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When in full flight Graeme Swann was a brilliant offspinner - third on the all-time list after Prasanna and Laker
December 23, 2013
Just a few weeks back, a couple of days before the Adelaide Test, Graeme Swann told me his elbow was giving him grief and that he was not far away from retiring. In the wake of a terrific career, which netted him 255 Test wickets at 29.96, Swanny decided to call it quits because he just could not physically do what his mind was urging.
Although he didn't harvest wickets in this series the way he did in the Ashes in England, for a time during Australia's second innings in Perth his bowling was back to the Swann of old: fiercely spun balls complemented by an acutely dipping arc.
This was Swann at his best. He spun to confuse and befuddle. And he confused the brilliant David Warner that torturously hot afternoon in Perth. Warner got a quickfire 112, but Swann confused him a couple of times and should have had the gritty little left-hander out cheaply but for some deplorable keeping by Matt Prior, who missed two stumpings off Swann that afternoon.
As in Perth the other day, Swann's strategy throughout his career was always to take wickets. He could dry up an end, but he never did by bowling the sort of flat, quickish offies that less talented offspinners resort to, though there were times when Swann bowled a little too straight, when he operated to a right-hander on an off-to-middle line with the ball turning down the leg side.
I first saw Swann when he was in Adelaide with the England Cricket Academy. The head of the academy then, Rod Marsh, asked me to work with Swann, Worcester offie Gareth Batty, and Monty Panesar. Out of that trio of budding England spinners Swann was easily the most talented. It was probably around this time that Nasser Hussain was saying that any offspinner without the doosra would never make it at the highest level. But most offspinners know full well that you have to bend and straighten your elbow to achieve that particular ball and some, like Swann, refused to go down that track.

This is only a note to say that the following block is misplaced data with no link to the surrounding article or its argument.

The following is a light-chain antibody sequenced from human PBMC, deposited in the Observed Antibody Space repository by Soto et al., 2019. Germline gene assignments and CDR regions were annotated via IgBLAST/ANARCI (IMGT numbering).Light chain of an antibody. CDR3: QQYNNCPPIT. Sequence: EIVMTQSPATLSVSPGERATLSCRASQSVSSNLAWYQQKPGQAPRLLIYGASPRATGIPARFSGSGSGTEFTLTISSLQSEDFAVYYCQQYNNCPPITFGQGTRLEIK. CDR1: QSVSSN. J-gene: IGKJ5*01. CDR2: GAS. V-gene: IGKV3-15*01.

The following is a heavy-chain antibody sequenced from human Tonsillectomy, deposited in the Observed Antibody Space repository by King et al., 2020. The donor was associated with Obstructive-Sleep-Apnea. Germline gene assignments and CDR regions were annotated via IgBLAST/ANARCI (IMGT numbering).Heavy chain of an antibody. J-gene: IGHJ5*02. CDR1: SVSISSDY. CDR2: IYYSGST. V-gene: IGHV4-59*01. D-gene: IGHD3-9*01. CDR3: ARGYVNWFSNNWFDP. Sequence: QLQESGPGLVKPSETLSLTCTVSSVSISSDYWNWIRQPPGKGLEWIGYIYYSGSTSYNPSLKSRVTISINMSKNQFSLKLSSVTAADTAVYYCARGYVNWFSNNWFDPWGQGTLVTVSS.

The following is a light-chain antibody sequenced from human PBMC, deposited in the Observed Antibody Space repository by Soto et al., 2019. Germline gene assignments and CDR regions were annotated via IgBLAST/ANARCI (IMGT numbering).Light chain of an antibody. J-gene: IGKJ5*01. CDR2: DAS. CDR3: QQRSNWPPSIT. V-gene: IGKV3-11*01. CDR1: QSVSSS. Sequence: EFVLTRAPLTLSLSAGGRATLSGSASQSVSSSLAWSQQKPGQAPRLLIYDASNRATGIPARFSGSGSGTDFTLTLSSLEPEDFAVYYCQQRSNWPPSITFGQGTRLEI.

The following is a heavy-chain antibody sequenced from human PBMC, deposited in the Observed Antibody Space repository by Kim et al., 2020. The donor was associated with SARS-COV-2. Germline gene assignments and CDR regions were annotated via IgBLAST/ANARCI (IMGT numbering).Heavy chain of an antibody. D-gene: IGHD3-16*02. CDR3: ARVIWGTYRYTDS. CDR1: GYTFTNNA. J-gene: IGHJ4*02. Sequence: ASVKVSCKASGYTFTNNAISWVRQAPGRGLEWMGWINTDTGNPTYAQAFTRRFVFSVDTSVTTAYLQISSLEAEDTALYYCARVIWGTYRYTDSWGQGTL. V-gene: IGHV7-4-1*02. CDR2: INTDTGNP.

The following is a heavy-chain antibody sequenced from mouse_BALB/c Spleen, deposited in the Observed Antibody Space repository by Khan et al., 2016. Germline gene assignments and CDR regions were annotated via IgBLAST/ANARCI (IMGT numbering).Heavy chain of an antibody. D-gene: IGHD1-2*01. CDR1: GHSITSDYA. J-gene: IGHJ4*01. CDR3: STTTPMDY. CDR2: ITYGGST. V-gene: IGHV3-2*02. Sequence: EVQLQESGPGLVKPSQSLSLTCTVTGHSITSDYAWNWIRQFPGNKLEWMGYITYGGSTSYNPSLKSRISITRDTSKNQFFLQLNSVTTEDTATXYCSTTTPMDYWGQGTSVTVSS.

Swann turned out to be the world's best offspinner without the "other one". He did, however, have a far better straight-on ball than most fingerspinners: the square spinner. I showed Swann this ball, having already shown it to Daniel Vettori, and he picked it up immediately. As with Vettori, the young Swann was similarly intelligent and I figured that he too would cotton on straightaway. He did.
The ball is spun squarely and looks from the batsman's perspective like an offbreak that is spinning but not hard spun, and his first instinct is to look for a ball that turns from the off. In fact, the square spinner behaves like a ball a legspinner has released out of the front of his hand. The ball strikes the turf and mostly skids on straight, and sometimes even ducks away from the right-hander. Swann knocked over Marcus North with this ball once, and the one Chris Rogers let go in the second innings at Lord's a few months ago pitched off and hit off.
Swann seemed to revel against the left-handers, and when he operated against the likes of Phillip Hughes and Usman Khawaja in England he was like a spider weaving a web, reducing their footwork to those of men wearing gumboots trying to make their way through a six-inch-high sea of mud. Against the wiles of Swann those two left-handers looked completely out of their depth.
|Swann's strategy throughout his career was always to take wickets. He could dry up an end, but he never did by bowling flat, quickish offies as we see less-talented offspinners do|